Katie and Patrick Davis have been married since last November. Katie said their struggle with infertility doesn’t define them, it is just one component of their relationship. | Jane Donahue~For the Sun-Times
What is IVF?
In vitro fertilization (IVF) first made history as a procedure for infertility in 1978, when Louise Brown, known as the “test-tube baby” was born in England.
IVF involves combining eggs and sperm outside the body in a laboratory. Once an embryo or embryos form, they are then placed in the uterus. IVF is a complex and costly procedure; only about 5 percent of couples with infertility choose this form of treatment. However, since its introduction in the United States, more than 200,000 babies have been born as a result of IVF and other similar techniques.
Updated: November 7, 2011 2:45PM
Katie Davis doesn’t think infertility should be a silent struggle. In fact, the 24-year-old Chicago native found she helped others and herself when she went public with her quest to have a baby.
“It is hard because the story is so personal and sensitive,” said Davis. “But once I started a blog and was sharing my story with other women in the Chicagoland area, I found that many people were sharing their experiences. I started to feel the impact I had on others and how I was helping them just by sharing my story and my vulnerabilities. This led to our support system.”
At age 12, Davis was diagnosed with germ-cell ovarian cancer and had both ovaries removed. As a young girl, she dealt with not only with cancer, but impending infertility.
“I was worried about my future dreams of getting married and having children,” said Davis. “Family has always meant so much to me. The doctors all said I could carry a baby via in vitro fertilization as long as I took my hormones daily to preserve my uterus, so that is what I did for 10 years.”
After marrying Patrick Davis in November, 2010, the couple turned to in vitro fertilization — an expensive and time-consuming treatment — with the hopes of becoming parents.
With Patrick’s support, Katie began blogging about their IVF journey at katieandpatsivfjourney.blogspot.com.
“I am a very open person and I thought Katie’s blog was important,” said 24-year-old Patrick. “Not many women talk about infertility because it’s such a sensitive subject.”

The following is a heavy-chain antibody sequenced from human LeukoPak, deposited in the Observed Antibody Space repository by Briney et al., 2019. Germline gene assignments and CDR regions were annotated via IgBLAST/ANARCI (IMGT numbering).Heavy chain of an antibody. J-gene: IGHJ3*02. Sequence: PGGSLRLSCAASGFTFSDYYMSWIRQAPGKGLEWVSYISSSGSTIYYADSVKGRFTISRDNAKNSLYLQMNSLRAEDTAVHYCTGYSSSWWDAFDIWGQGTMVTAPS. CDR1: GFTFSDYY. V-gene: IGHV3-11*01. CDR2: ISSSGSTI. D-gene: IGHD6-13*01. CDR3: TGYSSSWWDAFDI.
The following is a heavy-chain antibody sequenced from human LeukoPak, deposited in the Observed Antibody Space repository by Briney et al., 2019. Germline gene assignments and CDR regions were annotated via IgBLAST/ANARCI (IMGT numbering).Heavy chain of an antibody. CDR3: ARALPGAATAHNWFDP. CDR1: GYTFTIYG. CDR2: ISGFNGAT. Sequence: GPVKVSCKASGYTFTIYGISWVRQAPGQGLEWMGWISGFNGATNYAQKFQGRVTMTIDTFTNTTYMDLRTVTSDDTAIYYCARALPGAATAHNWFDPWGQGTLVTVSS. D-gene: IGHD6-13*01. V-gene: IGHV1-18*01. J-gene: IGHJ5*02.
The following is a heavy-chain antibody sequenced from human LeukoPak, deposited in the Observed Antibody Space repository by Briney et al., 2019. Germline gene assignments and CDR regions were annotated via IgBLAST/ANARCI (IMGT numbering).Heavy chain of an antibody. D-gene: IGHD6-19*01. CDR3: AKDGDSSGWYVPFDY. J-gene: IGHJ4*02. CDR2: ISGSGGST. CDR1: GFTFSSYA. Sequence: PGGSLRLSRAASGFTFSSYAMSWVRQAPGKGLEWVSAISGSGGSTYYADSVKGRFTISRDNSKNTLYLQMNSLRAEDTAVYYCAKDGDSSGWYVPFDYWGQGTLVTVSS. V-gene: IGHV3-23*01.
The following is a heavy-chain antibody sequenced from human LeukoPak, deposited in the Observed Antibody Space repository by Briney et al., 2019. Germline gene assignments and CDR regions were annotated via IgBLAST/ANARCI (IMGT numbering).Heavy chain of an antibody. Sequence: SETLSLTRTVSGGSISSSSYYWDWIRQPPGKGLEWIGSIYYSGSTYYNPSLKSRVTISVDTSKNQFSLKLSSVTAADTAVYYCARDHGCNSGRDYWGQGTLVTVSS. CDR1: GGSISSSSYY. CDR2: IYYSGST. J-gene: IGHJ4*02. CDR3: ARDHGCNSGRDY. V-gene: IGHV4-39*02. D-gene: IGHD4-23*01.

The blog is therapeutic for Katie as well as her readers. They share their medical, financial and emotional struggles. She has followers from all over the country, and when she posts a new entry, the numbers grow significantly.
“A lot of people don’t want to talk in person or on the phone,” she said. “But by emailing, writing, or getting things out to someone who truly gets it — and getting a response back — that validates those thoughts and feelings. It is nice to know we have cheerleaders out there rooting and praying for us every day.”
Dr. Meike Uhler of Fertility Centers of Illinois said there have been significant advancements in fertility treatments over the past 20 years. In turn, couples are now more willing to seek treatment and discuss their infertility concerns with others.
“Couples realize there are many other people going through the same thing, and it is OK to talk about it,” Uhler said. “There is a lot of help and a lot of resources available. It can be quite a demanding journey and that’s why it’s helpful to have people around you to share your story.”
Barbara Collura, executive director of RESOLVE, The National Infertility Association shares the sentiment.
Collura said when a woman shares her infertility story it can be a “very empowering process.”
“It helps educate others who love and support you about the disease of infertility and what you are going through,” said Collura. “It empowers you by reducing or eliminating the stigma and shame many infertility patients feel after receiving a diagnosis of infertility. And speaking out can bring real change and awareness to the public at large.”
The Davis’ IVF journey, described as “our simple, yet unpredictable roller coaster ride called life,” has been just that. After two failed embryo cycles with the use of a donor’s eggs, they were tapped out, financially and emotionally.
Then as a result of the blog, they received something they never anticipated.
Katie got a message from a woman who said she was inspired by the couple’s story, and wanted to donate her eggs — without compensation. In Illinois, donor compensation is about $10,000, and not covered by insurance plans.
“I remember the day she told me, I was speechless. I starting crying of sheer awe,” said Katie. “The goodness in people surprises me everyday. How very generous to give us a piece of who she is? Without hesitation, we accepted.”
Plans are in the works for the next in vitro fertilization cycle with the new egg donor. Davis hopes to blog someday soon about her “happy ending,” when she and Patrick find out they are expecting.
But that ending really will be just another beginning for Katie and Patrick Davis.
Jane Donahue is a local freelance writer.